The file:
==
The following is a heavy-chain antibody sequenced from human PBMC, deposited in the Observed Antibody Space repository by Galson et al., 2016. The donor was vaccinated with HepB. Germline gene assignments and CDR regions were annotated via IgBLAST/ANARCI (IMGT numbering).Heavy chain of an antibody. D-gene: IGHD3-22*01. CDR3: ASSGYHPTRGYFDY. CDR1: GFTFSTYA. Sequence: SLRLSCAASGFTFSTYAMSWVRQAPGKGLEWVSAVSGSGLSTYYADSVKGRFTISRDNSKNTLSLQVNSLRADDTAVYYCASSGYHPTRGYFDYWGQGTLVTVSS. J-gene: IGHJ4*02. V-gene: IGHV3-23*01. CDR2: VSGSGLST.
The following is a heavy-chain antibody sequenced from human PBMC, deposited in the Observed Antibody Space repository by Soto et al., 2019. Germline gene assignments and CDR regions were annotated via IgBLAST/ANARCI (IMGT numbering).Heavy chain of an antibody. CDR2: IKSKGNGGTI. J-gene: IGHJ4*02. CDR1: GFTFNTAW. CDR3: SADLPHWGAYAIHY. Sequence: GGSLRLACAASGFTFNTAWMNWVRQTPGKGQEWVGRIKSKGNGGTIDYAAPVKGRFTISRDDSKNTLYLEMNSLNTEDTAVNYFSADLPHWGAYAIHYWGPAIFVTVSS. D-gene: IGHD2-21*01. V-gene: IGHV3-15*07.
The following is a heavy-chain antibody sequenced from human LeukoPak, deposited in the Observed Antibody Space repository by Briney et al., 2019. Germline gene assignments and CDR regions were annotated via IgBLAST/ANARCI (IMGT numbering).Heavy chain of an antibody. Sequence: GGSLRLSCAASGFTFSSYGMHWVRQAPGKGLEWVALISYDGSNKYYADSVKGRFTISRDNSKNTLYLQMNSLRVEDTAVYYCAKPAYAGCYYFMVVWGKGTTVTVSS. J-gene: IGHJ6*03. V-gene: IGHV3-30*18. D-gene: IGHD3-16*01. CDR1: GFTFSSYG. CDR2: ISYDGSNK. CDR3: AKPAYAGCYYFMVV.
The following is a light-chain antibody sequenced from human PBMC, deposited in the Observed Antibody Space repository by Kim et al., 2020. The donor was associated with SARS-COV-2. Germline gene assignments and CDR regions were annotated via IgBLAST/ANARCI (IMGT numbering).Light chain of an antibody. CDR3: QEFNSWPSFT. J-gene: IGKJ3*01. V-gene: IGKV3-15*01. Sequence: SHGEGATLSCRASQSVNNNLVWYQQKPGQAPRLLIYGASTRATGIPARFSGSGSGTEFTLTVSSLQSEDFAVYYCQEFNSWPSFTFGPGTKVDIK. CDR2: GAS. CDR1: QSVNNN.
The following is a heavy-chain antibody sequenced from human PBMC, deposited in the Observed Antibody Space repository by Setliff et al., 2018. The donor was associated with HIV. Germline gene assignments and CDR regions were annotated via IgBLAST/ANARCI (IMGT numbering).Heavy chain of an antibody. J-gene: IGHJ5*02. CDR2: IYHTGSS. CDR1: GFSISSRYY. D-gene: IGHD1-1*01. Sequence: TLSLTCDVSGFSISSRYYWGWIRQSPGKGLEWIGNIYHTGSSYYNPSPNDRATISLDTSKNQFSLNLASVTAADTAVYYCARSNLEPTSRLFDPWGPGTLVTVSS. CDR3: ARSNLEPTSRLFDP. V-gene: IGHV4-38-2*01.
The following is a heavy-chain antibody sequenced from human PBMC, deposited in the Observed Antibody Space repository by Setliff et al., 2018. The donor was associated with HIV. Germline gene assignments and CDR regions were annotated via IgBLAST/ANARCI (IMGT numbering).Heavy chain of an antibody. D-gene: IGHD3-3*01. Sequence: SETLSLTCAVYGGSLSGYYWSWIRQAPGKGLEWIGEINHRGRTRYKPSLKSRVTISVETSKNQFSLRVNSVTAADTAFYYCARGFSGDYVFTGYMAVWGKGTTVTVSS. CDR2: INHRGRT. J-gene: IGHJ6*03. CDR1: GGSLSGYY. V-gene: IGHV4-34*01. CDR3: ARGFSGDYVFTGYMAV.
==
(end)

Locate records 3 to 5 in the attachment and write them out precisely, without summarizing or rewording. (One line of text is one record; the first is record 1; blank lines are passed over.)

The following is a heavy-chain antibody sequenced from human LeukoPak, deposited in the Observed Antibody Space repository by Briney et al., 2019. Germline gene assignments and CDR regions were annotated via IgBLAST/ANARCI (IMGT numbering).Heavy chain of an antibody. Sequence: GGSLRLSCAASGFTFSSYGMHWVRQAPGKGLEWVALISYDGSNKYYADSVKGRFTISRDNSKNTLYLQMNSLRVEDTAVYYCAKPAYAGCYYFMVVWGKGTTVTVSS. J-gene: IGHJ6*03. V-gene: IGHV3-30*18. D-gene: IGHD3-16*01. CDR1: GFTFSSYG. CDR2: ISYDGSNK. CDR3: AKPAYAGCYYFMVV.
The following is a light-chain antibody sequenced from human PBMC, deposited in the Observed Antibody Space repository by Kim et al., 2020. The donor was associated with SARS-COV-2. Germline gene assignments and CDR regions were annotated via IgBLAST/ANARCI (IMGT numbering).Light chain of an antibody. CDR3: QEFNSWPSFT. J-gene: IGKJ3*01. V-gene: IGKV3-15*01. Sequence: SHGEGATLSCRASQSVNNNLVWYQQKPGQAPRLLIYGASTRATGIPARFSGSGSGTEFTLTVSSLQSEDFAVYYCQEFNSWPSFTFGPGTKVDIK. CDR2: GAS. CDR1: QSVNNN.
The following is a heavy-chain antibody sequenced from human PBMC, deposited in the Observed Antibody Space repository by Setliff et al., 2018. The donor was associated with HIV. Germline gene assignments and CDR regions were annotated via IgBLAST/ANARCI (IMGT numbering).Heavy chain of an antibody. J-gene: IGHJ5*02. CDR2: IYHTGSS. CDR1: GFSISSRYY. D-gene: IGHD1-1*01. Sequence: TLSLTCDVSGFSISSRYYWGWIRQSPGKGLEWIGNIYHTGSSYYNPSPNDRATISLDTSKNQFSLNLASVTAADTAVYYCARSNLEPTSRLFDPWGPGTLVTVSS. CDR3: ARSNLEPTSRLFDP. V-gene: IGHV4-38-2*01.